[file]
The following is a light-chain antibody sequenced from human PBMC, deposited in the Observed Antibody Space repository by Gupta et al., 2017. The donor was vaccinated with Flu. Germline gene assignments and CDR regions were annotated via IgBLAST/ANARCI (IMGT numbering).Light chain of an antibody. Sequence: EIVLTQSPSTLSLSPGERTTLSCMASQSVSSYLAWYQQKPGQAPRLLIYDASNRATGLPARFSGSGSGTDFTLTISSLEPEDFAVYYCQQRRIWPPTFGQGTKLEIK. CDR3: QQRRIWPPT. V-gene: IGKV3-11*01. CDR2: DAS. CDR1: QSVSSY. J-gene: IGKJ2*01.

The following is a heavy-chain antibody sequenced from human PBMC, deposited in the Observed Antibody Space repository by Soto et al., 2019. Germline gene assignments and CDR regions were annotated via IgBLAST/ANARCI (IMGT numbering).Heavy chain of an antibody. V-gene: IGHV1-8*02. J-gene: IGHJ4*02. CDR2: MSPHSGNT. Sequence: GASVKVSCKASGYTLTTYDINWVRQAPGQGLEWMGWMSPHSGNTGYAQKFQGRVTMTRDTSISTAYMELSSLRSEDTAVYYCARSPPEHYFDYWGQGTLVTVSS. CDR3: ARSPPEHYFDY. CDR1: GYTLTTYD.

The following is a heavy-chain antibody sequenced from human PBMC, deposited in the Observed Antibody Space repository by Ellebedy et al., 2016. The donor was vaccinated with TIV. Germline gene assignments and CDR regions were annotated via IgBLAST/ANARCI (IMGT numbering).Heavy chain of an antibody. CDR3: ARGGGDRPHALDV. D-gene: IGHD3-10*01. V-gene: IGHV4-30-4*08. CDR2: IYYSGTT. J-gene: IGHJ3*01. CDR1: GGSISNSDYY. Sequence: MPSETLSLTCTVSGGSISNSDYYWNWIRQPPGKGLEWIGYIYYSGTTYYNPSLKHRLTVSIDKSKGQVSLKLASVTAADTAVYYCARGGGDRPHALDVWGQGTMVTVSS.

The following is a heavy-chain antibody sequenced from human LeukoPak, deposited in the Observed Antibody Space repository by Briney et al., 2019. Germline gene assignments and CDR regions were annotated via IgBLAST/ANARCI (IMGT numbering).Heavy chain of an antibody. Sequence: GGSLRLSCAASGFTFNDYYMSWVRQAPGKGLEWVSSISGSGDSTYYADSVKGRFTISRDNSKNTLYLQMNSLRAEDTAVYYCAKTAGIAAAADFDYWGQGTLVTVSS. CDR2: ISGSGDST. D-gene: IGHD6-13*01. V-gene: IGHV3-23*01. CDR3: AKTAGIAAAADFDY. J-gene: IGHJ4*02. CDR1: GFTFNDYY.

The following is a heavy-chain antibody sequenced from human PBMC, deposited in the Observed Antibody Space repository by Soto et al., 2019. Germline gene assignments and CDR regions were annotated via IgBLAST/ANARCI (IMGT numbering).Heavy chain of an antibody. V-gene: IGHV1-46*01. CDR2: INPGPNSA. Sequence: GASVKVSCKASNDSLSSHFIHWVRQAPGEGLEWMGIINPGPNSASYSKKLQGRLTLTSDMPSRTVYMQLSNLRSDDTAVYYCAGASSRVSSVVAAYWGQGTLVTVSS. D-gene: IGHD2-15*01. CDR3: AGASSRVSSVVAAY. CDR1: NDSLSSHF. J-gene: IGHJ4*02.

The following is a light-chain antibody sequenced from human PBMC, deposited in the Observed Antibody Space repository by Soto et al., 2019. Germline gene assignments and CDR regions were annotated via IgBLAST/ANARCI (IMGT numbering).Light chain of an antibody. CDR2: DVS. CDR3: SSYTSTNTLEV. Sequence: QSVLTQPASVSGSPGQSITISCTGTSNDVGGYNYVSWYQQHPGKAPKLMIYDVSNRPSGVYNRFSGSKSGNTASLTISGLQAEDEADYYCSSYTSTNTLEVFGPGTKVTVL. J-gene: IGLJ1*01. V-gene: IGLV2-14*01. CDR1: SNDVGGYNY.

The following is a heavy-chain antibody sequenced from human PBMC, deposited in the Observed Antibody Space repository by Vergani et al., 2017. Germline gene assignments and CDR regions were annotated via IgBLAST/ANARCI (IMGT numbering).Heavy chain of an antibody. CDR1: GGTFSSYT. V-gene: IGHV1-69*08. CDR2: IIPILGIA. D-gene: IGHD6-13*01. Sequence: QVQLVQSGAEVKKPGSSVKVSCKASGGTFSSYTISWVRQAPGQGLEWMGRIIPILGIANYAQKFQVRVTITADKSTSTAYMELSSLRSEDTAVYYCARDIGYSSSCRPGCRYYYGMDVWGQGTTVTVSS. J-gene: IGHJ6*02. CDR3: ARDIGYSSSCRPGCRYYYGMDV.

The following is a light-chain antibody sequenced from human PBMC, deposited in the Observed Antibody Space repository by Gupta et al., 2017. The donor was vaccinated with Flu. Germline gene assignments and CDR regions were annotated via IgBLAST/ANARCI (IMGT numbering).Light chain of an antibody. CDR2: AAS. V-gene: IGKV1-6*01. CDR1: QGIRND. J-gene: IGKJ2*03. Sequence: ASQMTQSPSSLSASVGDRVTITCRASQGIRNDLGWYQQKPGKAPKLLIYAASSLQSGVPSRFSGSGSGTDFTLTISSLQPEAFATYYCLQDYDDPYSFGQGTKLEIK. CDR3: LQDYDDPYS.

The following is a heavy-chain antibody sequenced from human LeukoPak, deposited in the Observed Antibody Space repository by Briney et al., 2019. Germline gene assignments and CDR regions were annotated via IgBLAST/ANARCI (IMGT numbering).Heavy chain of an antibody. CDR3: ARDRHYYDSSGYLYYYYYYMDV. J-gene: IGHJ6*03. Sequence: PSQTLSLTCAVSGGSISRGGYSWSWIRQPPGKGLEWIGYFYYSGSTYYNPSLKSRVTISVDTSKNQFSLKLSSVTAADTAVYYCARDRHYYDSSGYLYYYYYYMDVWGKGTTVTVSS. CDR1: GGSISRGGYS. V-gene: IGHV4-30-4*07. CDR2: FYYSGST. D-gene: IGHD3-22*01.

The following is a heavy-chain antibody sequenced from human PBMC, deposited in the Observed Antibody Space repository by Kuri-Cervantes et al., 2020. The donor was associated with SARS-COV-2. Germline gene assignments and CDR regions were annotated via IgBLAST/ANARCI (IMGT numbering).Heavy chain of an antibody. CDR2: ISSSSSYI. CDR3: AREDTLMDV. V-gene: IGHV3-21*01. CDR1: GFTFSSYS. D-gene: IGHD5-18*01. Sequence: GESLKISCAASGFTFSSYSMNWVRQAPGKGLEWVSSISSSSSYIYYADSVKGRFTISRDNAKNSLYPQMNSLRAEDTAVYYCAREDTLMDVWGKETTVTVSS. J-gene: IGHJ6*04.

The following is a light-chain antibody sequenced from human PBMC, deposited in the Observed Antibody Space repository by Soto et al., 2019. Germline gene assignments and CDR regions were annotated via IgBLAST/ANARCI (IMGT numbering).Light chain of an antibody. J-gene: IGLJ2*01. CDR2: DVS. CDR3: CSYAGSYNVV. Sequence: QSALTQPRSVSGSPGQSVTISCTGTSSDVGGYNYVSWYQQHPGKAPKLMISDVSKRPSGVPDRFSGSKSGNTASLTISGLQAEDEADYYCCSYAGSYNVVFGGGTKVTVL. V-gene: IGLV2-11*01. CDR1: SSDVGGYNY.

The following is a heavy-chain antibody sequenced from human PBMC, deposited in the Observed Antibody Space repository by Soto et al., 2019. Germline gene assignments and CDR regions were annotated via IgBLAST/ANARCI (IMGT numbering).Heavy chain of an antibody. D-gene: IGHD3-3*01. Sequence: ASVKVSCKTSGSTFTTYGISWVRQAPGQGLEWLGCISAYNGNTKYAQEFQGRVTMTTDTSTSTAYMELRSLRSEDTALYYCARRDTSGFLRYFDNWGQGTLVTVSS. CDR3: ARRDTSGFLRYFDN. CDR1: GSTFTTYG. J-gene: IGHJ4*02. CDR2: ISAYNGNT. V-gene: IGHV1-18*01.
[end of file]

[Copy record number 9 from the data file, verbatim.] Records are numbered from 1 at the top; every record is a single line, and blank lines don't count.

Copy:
The following is a heavy-chain antibody sequenced from human LeukoPak, deposited in the Observed Antibody Space repository by Briney et al., 2019. Germline gene assignments and CDR regions were annotated via IgBLAST/ANARCI (IMGT numbering).Heavy chain of an antibody. CDR3: ARDRHYYDSSGYLYYYYYYMDV. J-gene: IGHJ6*03. Sequence: PSQTLSLTCAVSGGSISRGGYSWSWIRQPPGKGLEWIGYFYYSGSTYYNPSLKSRVTISVDTSKNQFSLKLSSVTAADTAVYYCARDRHYYDSSGYLYYYYYYMDVWGKGTTVTVSS. CDR1: GGSISRGGYS. V-gene: IGHV4-30-4*07. CDR2: FYYSGST. D-gene: IGHD3-22*01.